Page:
The Mystique Of French Women

The Mystique Of French Women

Last week, I attended an Alliance Française de Melbourne dinner and workshop on the topic of Exceptional Women.

Unsurprisingly, all of the women featured in the lecture were French (or spent a great deal of their lives in France) and included names like Joan of Arc, Coco Chanel, Marie Curie, Brigitte Bardot and Edith Piaf.

All in all, it was a thought provoking evening, with great food and I was lucky enough to meet some very interesting people.

But the whole event got me considering – yet again – the mythical French woman.

You see, I was struck by the fact that society’s fascination with French women started a long way back. It is not the recent phenomenon that a casual internet search (or trip to your local bookshop) might have you believe.

The realist in me understands that French women come with varying intellects and bank balances, in all shapes and sizes and that not all of them are classic beauties.  And although I certainly don’t envy the pressure French women must feel to live up the world’s lofty expectations of them, I can’t help but think that the mystique that surrounds French women must have a grain of truth to it.

Now, this doesn’t mean that women from all over the world can’t lead exceptional lives – it is just that I find it interesting that over a great many years, French women seem to pop up again and again with that certain something, that ‘je ne sais quoi’.

Given today’s global society, I’m not sure I subscribe to the school of thought that the mysteriousness of the French woman is passed on entirely via the genes.

So where does it come from? Here’s what I came up with:

  1. When I considered the women highlighted in last week’s lecture, one thing that stood out was the fact that they all had a touch of the rebel in them. They knew their purpose in life and went after it with single minded conviction. None of them seemed to care what others thought. They knew what they needed to do and just got on with it. I see similar traits in the women I encounter in France today. Focussed, business like and quietly self assured in their own abilities and with who they are, what they are doing and how they look.
  2. French society appreciates women of all ages. They refer to their country as female and their emblems are also female. This must send a message to girls as they are growing up as to their own place in the world. To my mind, confidence is a natural outcome of this upbringing. It also gives women permission to appreciate themselves, and this is born out in the way French women care for their skin, hair and bodies.
  3. The French are disciplined in so many areas of their lives. And they couple that discipline with a commitment to both quality and moderation. For example, they eat less food but it is better quality. They buy fewer clothes but what do they do buy can be considered investment pieces. The small spaces they live in demand discipline – or else they would be swamped with clutter. All this discipline and quality leads to focussed a life…and the lack of shopping means more time for museums, family and parks.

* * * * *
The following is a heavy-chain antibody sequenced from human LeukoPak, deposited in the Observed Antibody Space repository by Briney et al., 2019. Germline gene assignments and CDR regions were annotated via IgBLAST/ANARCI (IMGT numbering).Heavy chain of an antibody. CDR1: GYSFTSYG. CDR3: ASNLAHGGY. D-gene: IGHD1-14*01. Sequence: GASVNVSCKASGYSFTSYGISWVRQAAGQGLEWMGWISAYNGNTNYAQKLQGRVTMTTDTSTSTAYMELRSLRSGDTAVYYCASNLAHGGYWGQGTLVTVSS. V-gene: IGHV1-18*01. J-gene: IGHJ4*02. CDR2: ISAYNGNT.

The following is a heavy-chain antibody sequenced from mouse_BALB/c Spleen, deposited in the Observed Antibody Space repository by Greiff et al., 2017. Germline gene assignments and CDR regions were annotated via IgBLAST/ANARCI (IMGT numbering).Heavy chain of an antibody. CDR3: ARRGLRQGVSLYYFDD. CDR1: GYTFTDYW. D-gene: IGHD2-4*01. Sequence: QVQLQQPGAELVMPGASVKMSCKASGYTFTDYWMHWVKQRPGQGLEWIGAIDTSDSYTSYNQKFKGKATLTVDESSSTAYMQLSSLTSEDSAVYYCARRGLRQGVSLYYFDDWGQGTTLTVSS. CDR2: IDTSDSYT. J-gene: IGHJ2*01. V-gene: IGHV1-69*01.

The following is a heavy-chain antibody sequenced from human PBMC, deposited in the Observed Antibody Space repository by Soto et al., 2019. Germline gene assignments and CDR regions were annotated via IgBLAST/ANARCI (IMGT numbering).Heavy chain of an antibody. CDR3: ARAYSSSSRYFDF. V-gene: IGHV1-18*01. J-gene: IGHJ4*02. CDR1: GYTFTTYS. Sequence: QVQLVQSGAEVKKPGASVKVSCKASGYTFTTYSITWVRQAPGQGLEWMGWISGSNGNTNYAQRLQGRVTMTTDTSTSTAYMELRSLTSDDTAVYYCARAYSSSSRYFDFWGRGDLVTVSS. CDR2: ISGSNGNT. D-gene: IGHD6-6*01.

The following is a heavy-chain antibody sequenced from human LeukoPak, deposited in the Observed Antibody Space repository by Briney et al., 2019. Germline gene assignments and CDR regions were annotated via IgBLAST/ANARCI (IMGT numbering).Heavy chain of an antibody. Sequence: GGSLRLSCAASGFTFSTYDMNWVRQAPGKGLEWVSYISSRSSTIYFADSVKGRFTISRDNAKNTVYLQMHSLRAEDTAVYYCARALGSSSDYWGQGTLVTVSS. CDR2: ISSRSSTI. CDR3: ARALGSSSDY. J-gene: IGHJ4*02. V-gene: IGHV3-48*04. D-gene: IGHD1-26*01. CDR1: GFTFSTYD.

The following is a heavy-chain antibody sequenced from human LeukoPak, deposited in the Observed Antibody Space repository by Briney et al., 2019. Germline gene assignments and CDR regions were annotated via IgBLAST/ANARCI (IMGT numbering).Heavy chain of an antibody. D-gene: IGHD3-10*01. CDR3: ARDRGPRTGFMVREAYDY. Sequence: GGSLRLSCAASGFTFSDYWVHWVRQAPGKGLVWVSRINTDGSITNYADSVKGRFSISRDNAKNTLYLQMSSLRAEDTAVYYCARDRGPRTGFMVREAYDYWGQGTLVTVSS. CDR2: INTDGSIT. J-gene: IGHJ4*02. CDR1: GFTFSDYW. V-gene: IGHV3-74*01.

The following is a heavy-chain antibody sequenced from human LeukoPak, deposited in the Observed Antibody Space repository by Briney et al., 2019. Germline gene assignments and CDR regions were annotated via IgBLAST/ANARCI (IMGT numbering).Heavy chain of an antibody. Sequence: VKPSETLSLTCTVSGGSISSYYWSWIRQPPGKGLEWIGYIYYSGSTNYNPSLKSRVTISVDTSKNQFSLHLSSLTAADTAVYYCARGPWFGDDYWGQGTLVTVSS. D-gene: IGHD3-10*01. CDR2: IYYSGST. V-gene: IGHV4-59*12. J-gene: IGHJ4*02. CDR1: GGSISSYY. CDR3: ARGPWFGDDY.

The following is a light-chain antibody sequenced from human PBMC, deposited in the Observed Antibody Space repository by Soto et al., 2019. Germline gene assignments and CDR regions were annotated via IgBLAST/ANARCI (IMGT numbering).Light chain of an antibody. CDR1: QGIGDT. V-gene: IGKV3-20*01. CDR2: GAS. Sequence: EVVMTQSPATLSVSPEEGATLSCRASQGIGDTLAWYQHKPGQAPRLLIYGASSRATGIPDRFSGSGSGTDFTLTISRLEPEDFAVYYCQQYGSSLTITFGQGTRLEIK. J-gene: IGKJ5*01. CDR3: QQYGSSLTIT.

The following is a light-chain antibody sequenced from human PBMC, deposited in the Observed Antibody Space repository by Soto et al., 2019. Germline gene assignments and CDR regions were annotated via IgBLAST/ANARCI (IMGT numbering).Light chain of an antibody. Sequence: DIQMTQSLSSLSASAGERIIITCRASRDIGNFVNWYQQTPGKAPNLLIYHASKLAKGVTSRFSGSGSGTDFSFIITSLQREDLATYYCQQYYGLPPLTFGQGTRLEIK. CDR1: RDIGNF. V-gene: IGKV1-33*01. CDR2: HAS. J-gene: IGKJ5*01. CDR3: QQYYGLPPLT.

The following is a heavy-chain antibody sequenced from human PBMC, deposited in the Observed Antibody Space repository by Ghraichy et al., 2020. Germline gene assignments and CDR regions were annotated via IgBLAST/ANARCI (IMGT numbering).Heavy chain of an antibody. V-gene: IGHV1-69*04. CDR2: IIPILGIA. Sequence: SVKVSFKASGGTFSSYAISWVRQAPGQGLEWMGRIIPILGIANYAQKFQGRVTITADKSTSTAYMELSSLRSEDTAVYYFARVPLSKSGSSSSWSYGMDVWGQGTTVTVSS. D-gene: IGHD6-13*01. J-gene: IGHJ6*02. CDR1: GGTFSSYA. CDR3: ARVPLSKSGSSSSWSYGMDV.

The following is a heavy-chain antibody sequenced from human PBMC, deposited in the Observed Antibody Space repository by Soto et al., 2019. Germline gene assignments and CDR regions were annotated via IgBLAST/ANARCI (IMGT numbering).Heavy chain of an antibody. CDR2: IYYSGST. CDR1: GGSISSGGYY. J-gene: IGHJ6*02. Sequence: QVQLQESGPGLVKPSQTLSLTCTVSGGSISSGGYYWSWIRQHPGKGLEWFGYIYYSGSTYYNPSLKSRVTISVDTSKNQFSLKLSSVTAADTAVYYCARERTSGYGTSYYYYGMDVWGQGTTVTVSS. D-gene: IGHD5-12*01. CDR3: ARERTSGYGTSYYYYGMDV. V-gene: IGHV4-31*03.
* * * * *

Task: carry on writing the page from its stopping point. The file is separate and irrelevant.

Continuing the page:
Have you ever considered the mystique of French women? Do you have any thoughts on why they are held in such high regard? If so, I’d love for you to share in the comments section below.

And until next time – au revoir.

About Janelle

I believe that everyone can bring French elegance and inspiration to their life, no matter where they happen to live in the world. They only need to learn a secret or two to be on their way. When you join the Distant Francophile community, you’ll have access to the secrets that allow you to bring the best of the French lifestyle into your everyday life. I’m talking about things like style advice, recipes and book reviews. And you’ll also receive regular doses of French inspiration, as well as travel and packing tips galore.

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3 thoughts on “The Mystique Of French Women

  • Taste of France

    They have a way of being put together even when they are doing something unglamorous. I ran into someone today–she and her husband were cleaning an apartment they own to rent it to a new tenant. She was dressed simply, for cleaning, but still looked fantastic. And she must be in her 50s, so it wasn’t just the glow of youth.
    The women at the gym likewise are well-coiffed and dressed in decent workout clothes. No Flashdance ripped T shirts. I grew up with the philosophy that the better you dressed to work out the less serious you were. Not in France.
    I think it comes out of self-respect. They do it for themselves and they do it because they don’t want to feel uncomfortable if they run into someone and aren’t “correct.” Maybe this is part of the discipline you mention.

  • Jan Leishman

    What you have come up with is totally correct, but I feel that your second point holds the crux of it. It is their self-confidence – created in childhood with an appreciation of the feminine and the feeling that they CAN achieve their dreams. It seems to matter even more than getting the vote (Aussie women could vote decades before the French). They also had wonderful examples of influential women like Eleanor of Aquitaine – from medieval times. They can hold their own in wide-ranging discussions, thanks to an education system that includes the arts and philosophy. And even though they may not have achieved full equality of opportunity, they act as though they have.